Gene Boyle will be honored again this year at the Altoona Veteran’s Day Parade.
ALTOONA, Pa. (WTAJ) — Most Americans have a reverence for veterans who fought in WWII.
There is a feeling that they went through hell, and then returned to America to build it into the world’s greatest nation.
Gene Boyle of Altoona was one of many in his community who answered the call.
93-year-old Gene Boyle has a story that is hard to believe or imagine. In 1944, when he was 16-years-old, he lied about his age and joined the marines.
His first assignment after boot camp was to take the Japanese-held island of Iwo Jima. 110 thousand American troops against 21 thousand Japanese fighters, Boyle was in Wave 3 on the first day.
“You didn’t sleep, at night, slept with one eye open. Two guys to a foxhole, one guy stayed awake while the other slept, you took turns,” said Boyle.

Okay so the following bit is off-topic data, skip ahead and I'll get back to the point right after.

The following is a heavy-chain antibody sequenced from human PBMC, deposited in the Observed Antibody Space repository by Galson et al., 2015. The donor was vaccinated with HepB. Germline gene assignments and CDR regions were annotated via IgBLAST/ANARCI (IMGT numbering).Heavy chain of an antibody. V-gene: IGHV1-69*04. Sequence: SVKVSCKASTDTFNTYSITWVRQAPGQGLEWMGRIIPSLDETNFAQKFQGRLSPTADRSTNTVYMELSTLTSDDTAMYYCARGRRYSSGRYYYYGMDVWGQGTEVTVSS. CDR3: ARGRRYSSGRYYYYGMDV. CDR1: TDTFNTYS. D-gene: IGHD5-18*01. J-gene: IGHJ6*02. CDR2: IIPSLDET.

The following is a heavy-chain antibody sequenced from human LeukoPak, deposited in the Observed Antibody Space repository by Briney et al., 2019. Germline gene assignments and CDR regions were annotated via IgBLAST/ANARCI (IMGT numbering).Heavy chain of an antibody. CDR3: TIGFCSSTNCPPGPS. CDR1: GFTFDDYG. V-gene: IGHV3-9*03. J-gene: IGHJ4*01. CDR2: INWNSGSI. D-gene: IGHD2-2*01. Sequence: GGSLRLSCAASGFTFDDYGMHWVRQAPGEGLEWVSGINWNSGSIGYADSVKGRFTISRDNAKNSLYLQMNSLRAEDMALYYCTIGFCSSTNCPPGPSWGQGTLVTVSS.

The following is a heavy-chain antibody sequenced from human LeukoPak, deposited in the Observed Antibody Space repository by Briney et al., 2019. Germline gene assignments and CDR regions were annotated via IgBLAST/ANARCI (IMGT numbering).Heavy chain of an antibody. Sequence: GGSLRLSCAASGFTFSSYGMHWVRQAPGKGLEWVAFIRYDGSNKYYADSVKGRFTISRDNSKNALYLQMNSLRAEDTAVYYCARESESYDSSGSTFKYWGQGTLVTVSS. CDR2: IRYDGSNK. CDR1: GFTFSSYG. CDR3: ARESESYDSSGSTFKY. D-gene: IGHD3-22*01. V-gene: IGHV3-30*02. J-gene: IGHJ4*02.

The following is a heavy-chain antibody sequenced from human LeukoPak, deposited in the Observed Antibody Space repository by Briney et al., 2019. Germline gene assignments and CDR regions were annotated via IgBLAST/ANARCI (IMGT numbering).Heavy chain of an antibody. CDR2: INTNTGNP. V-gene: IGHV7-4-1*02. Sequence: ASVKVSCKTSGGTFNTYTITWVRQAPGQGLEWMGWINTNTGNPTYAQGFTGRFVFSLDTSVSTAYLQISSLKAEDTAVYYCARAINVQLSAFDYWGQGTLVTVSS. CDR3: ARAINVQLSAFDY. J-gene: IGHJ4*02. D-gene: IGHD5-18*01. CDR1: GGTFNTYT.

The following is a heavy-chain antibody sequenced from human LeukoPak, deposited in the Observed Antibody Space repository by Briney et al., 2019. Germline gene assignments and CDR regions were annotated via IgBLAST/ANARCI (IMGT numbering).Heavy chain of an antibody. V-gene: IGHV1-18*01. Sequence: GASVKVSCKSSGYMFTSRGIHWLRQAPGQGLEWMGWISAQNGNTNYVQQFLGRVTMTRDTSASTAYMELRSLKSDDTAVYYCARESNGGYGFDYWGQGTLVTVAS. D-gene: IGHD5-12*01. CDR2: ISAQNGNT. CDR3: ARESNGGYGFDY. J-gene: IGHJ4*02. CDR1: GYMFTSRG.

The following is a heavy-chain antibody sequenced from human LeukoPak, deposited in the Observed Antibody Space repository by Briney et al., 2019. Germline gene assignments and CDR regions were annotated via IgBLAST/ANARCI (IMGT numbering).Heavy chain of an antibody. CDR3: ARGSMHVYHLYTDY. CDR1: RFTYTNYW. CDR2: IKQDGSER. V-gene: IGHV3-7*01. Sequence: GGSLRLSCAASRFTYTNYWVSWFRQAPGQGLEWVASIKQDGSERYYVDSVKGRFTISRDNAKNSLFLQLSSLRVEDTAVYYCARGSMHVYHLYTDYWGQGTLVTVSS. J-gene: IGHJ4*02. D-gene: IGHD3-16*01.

Boyle was looking up at Mount Suribachi as the most iconic photo in American history was taken–the raising of the American flag.
A symbol of America’s fierce determination during that terrible war.
Before they could get the island secured, there were 19,000 Americans wounded, 6,821 killed.
It turned out to be among the bloodiest battles in the Pacific War. Amazingly, Boyle learned that his brother, who was also a marine, was fighting alongside him and both survived.
A photo of the two in the Altoona Mirror caught their parents by surprise.
When Boyle was asked to return to Iwo Jima many years later, he refused, saying, “I was there for 28 days…I saw the worst of it. I didn’t want to go back to that hell hole. 7,000 Americans lost their lives on that island. I know because I helped bury them.”
Boyle returned to Altoona and raised a family, following the request made to him by President Truman in his letter of thanks. Truman wrote, “because you demonstrated the fortitude, resourcefulness and calm judgment necessary to carry out that task, we now look to you for leadership and example in further exalting our country in peace.”
Gene Boyle will be honored again this year at the Altoona Veteran’s Day Parade on November 7th.